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Posts posted by adamw

  1. For undefined references, try just adding:


    %define _disable_ld_no_undefined 1


    to the top of the spec file. It's a workaround not a fix, but that's not actually that important in this case.


    edit: none of the %*dir macros are at issue here, this is simply a code bug. But for reference, they're defined in /etc/rpm/macros.d/kde3.macros .

  2. I don't think anyone within MDV has time to do it, no. The official KDE team has to work on KDE 4 for 2009 Spring and fixing bugs in 2009, and they're only a very few people. As dexter said, you could try rebuilding it yourself.


    tux: fvwm is a single package that's very easy to build and has little in the way of external dependencies. KDE is...not. It's organizationally messy to include both KDE 3 and KDE 4 and it results in some compromises, it's not a sustainable situation for multiple releases.


    Yes, there are big organizations stuck on KDE 3 so any security issues will likely be patched, and maybe any bugs that some sufficiently big organization considers important enough to pay to have fixed. But that's about it. None of the core KDE devs who get to choose what they work on, are working on KDE 3 any more. Just check the SVN commit logs, if you want to see. KDE 4 is where all the effort is focused now.

  3. "and from what I read KDE 3.5 will still be supported for several years by the developers."


    This is not the case. KDE 3 is already essentially unmaintained upstream.


    2009 Spring will not include KDE 3 as a usable desktop (some KDE 3 packages remain so we can build critical apps that haven't been updated yet, but you can't log in to the desktop).

  4. So, wait, you have a router which provides a connection via cellular data, but your PC just connects to the router via regular Ethernet?


    In that case, as far as Mandriva's concerned, it's just a perfectly standard Ethernet connection. It doesn't matter at all to Mandriva and your laptop how the router ultimately handles the Internet connection - that's the router's problem. All your laptop cares about is talking to router, which is done as a standard ethernet connection.


    If I read your post wrong and this is not actually your situation, please clarify :)


    So, further: in no case will the purchased version of Mandriva work better than the One edition for networking. The things that are unique to the purchased version are commercial software, and there's no commercial hardware drivers included, so as far as hardware support goes, One and Powerpack are basically identical.


    Free has slightly worse hardware support out of the box than One or Powerpack, simply because it only contains free software; it doesn't contain any non-free-but-redistributable software, like the NVIDIA and ATI graphics card drivers, or the firmware for Intel wireless adapters. These are included in One and Powerpack. You can add them to Free easily once you have an Internet connection, but they're not there out of the box.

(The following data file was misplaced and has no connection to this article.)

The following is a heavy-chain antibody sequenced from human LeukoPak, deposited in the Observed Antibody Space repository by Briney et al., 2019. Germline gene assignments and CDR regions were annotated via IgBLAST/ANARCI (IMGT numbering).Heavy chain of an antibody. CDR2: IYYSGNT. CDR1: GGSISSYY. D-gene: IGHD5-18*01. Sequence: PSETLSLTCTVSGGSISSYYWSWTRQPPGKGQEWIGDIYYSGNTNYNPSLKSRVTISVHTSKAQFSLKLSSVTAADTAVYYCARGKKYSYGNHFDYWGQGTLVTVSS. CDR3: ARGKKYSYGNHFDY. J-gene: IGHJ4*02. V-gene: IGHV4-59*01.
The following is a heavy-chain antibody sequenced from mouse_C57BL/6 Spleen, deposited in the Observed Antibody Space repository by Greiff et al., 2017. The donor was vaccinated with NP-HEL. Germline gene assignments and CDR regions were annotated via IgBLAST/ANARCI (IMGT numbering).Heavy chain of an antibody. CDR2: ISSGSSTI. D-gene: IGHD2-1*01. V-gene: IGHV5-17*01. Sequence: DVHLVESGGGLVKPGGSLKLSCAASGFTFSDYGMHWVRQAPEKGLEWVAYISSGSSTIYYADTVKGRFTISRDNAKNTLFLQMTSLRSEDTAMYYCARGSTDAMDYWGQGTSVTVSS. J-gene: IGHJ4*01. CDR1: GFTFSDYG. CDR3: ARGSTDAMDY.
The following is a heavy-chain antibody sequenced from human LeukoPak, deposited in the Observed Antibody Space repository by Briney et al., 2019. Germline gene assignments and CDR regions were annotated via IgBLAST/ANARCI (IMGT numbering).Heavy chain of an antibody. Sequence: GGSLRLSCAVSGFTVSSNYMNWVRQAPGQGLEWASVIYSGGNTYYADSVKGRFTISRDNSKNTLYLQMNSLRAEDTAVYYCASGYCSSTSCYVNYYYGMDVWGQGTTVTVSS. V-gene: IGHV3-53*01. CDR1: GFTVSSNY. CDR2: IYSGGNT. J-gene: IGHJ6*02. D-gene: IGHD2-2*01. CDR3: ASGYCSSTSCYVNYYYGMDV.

2009 does work with some hardware that didn't work with 2008 Spring, but we really need some more details on exactly how your network is set up and what the problem is before we can be sure what it is you need. But definitely don't go out and buy a Powerpack, yet - it's not the answer to this problem.

  5. Note that you will lose quality each time you decompress and recompress, so try to do all your edits in one operation - don't forget to edit something in one section and then have to decompress and recompress that section again :)

  6. You should definitely use at least WPA. WEP is so easily breakable at this point that it's virtually indistinguishable from running no encryption at all; you can download point-and-click GUI tools for Windows and OS X that will break into any WEP network in about 20 seconds.


    Using WPA-PSK is just as easy as using WEP, it works pretty much the same as far as you the user is concerned: you just set a key on the router and set the same key on all the clients.

  7. If 1920x1200 is the native resolution of the panel, you really should use it (except perhaps for games it's not capable of running smoothly at that high a resolution). Running an LCD display at anything less than its native resolution (or an exact, integer multiple of it) inevitably looks bad, because LCD displays actually have physical 'pixels' - your display has 1920 horizontal elements and 1200 vertical ones. Trying to display 1440 pixels on 1920 LCD elements inevitably results in a loss of quality because you can't do it perfectly - something is going to come out distorted. That's why you should always stick to the native resolution.


    If you find fonts too small at the native resolution, you should set the display DPI correctly: to find the correct DPI, measure the actual screen area horizontally in inches and divide 1920 into that number, and that's the DPI of your screen.


    If you're running KDE 4, there isn't an easy way to set an arbitrary DPI. However, you can set it to 120, which would likely be pretty close to correct for a 1920x1200, 15.4" monitor. Run the KDE Control Center (not the Mandriva Control Center, they're different), double click Appearance, single click Fonts, and change the 'Force fonts DPI' box to 120 DPI.


    I believe KDE 3 is similar to KDE 4.


    If you're running GNOME, you can set an arbitrary DPI in the GNOME font config tool: System / Preferences / Appearance, click on the Fonts tab, click on Details, and change the Resolution value to whatever you calculated.


    That should make fonts look the right size on your screen. Note that even if you're in KDE, GTK+ apps - like Firefox - will respect GNOME's setting.

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